Word Diversity

Now that we’ve talked a little bit about how to begin creating words for your language, let’s talk about some strategies for diversifying your lexicon.

One of the common pitfalls when constructing a language is just making it English (or whatever your native language is) with different words. In every language pair that I know, there are some words that just can’t translate directly from one language to the other. My favorite example of this is between Albanian and English. In Albanian there is an adjective (i mërzitur) which essentially encapsulates any negative emotion other than anger and fear… and jealosy. And probably some others that I just can’t think of right now. So okay it isn’t ALL negative emotions but it’s a lot. For example, if I was wanting to translate ‘annoyed’ I would use mërzitur, but I would also use mërzitur to translate bored. So if I wanted to translate the sentence “I’m not annoy; I’m just bored” I would end up saying that I’m not mërzitur, I’m just mërzitur. But the truth is that mërzitur is neither annoyed nor bored. Those are just the best English words to describe the emotion of mërzitur. While just having a one-to-one correspondence between English and your language might make coming up with words easier and might make it easier to learn, it breaks the illusion that this language could have evolved naturally in the world of your story.

There are lots of ways you can make your language distinct. Let’s look at words for different kinds of precipitation. English has many different words for different kinds of precipitation. There’s rain, there’s sleet, there’s snow, there’s hail, etc. Albanian has words for rain (shi), snow (borë), and hail (breshër), but it doesn’t have a word for sleet. They just say “borë me shi”, literally “snow with rain”. To try to make your language distinct you can take any granularity of idea and choose to make a word that represents that. Maybe your language could have ten different words for different types of rain but only one word for sleet, snow, hail and any other form of frozen rain. Take a word that has a very broad meaning in English and dissect the concept into several words. Or take several very specific words and combine them. You can decide whether to do this with a whole new word or with a compound word.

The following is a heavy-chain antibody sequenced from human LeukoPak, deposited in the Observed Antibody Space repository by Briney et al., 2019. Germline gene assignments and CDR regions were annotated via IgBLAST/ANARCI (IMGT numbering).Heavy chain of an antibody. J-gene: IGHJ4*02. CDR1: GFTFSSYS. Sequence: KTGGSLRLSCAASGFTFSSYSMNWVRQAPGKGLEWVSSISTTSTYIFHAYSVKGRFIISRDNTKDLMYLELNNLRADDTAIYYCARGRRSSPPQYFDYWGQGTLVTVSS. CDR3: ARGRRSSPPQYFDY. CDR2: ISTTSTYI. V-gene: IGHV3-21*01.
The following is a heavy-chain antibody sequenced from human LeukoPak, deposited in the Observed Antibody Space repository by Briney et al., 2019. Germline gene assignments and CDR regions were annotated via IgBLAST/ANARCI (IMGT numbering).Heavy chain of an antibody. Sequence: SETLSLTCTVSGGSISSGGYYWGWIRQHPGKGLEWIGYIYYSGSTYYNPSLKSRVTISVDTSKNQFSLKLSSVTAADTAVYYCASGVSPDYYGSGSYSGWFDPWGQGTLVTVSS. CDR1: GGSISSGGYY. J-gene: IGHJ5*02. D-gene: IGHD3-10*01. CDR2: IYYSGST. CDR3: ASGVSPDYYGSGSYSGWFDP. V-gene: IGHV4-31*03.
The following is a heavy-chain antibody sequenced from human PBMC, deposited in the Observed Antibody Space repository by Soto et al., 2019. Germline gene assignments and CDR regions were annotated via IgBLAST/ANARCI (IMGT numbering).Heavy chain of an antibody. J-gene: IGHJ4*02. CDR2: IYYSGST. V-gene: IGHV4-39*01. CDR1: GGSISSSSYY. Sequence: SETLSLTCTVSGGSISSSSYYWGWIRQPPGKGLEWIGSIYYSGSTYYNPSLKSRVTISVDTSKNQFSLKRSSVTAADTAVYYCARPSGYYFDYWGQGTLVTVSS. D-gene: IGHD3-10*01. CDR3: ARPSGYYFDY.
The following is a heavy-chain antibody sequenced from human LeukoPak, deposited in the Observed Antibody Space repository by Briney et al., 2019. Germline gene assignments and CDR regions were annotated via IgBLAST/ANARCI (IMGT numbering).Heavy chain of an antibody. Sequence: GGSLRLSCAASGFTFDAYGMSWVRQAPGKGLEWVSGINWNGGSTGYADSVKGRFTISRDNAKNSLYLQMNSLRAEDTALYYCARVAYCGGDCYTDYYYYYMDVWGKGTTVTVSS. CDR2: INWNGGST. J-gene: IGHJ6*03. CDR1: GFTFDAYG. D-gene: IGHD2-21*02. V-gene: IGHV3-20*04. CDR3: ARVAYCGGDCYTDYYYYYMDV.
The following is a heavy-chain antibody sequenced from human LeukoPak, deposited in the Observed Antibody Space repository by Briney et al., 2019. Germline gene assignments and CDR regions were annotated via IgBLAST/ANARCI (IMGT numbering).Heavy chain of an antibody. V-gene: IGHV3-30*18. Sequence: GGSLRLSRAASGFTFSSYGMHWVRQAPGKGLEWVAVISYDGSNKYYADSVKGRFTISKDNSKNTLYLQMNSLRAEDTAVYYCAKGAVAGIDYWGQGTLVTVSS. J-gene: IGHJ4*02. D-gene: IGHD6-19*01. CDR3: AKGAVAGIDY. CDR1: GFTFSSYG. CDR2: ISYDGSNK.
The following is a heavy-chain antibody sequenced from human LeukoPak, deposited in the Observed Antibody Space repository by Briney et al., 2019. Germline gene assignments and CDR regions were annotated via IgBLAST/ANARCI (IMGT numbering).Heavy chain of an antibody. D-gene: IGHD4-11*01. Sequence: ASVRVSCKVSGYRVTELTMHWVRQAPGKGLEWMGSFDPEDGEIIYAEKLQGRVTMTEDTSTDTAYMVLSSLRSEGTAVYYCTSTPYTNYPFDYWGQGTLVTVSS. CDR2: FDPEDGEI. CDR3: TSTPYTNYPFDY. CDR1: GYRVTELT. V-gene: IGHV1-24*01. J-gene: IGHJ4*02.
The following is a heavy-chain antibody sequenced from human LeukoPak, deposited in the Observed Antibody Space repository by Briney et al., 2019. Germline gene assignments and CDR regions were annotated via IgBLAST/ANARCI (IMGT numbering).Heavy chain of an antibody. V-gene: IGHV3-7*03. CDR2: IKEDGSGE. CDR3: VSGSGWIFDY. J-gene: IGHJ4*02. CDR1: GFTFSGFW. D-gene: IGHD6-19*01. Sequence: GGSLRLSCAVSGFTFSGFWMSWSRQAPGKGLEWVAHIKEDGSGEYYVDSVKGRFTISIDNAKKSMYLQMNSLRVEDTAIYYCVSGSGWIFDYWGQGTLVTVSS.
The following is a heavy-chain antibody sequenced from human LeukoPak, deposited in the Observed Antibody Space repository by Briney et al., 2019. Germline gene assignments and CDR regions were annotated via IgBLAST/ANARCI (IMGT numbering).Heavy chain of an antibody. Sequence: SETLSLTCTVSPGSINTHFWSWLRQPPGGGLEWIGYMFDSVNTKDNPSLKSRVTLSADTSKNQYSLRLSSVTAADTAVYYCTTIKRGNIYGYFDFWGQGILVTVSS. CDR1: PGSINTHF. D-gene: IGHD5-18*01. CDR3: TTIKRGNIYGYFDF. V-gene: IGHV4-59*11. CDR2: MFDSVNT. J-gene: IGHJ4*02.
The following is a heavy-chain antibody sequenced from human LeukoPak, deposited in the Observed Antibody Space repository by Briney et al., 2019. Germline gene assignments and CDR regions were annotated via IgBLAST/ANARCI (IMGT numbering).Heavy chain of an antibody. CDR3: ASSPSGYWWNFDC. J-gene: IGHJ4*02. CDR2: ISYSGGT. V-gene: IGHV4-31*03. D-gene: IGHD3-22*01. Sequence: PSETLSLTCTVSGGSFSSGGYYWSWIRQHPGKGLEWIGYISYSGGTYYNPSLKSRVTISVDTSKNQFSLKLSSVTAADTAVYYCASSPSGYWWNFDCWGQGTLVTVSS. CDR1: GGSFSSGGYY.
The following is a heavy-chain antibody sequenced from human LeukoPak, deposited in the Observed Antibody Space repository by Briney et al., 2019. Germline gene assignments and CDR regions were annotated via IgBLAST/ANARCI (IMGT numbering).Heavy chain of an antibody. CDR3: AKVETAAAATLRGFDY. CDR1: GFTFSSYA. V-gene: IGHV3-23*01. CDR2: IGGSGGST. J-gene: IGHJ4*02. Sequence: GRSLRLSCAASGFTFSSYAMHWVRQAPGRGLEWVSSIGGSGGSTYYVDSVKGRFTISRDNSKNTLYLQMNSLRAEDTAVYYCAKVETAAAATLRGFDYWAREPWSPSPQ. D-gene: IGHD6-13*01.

There’s another important reason, aside from authenticity, that you should avoid just directly translating on a one to one basis: the Sapir-Whorf hypothesis. This theory states that the language we speak affects our cognitive functions, that it literally can change how we think. There’s actually a fair amount of evidence for this. There is a certain tribe (I think in Africa but I’m not certain) that does not have a word for ‘blue’ but does have a whole bunch of words for different shades of green. They did an experiment where they had several squares of green and one blue square and when asked to point out which square was different they weren’t able to do so, even though an English speaker easily could. Interestingly, when they had several green squares and one of them was just slightly off in hue, most English speakers couldn’t tell the difference, but people form this tribe could tell the difference as effortlessly as we can tell blue and green apart. In my own experience, I know that I am almost an entirely different person when I’m speaking Albanian than when I’m speaking English. The simple act of switching languages visibly changes how I act. In English I am very reserved and thoughtful. In Albanian I can be much louder and more boisterous. In English I will rarely talk over someone. In Albanian I’d do it in a heart beat. I am much more extroverted in Albanian than I am in English and some of that is probably due to the circumstances surrounding my learning of the two languages but some of it, and I would argue more of it, is also just due to the nature of the languages.

This is why taking the time to thoughtfully create a language is so important. Because culture affects language and language affects culture. Your language should be shaped by the world it is created for and that world needs to also be shaped by that language. That is how you get a great conlang that helps to build your world.
(Sorry it’s a day late – Tyler got this to me in time but I was trying to finish up Halloween costumes and forgot to post it.)

About Rii the Wordsmith

An aspiring author, artist, avid consumer of storytelling medium, gamer, psychologist (insomuch as one with her bachelor's is a psychologist), wife, mother, DM, Christian, a friend to many, and, most importantly, an evil overlord.
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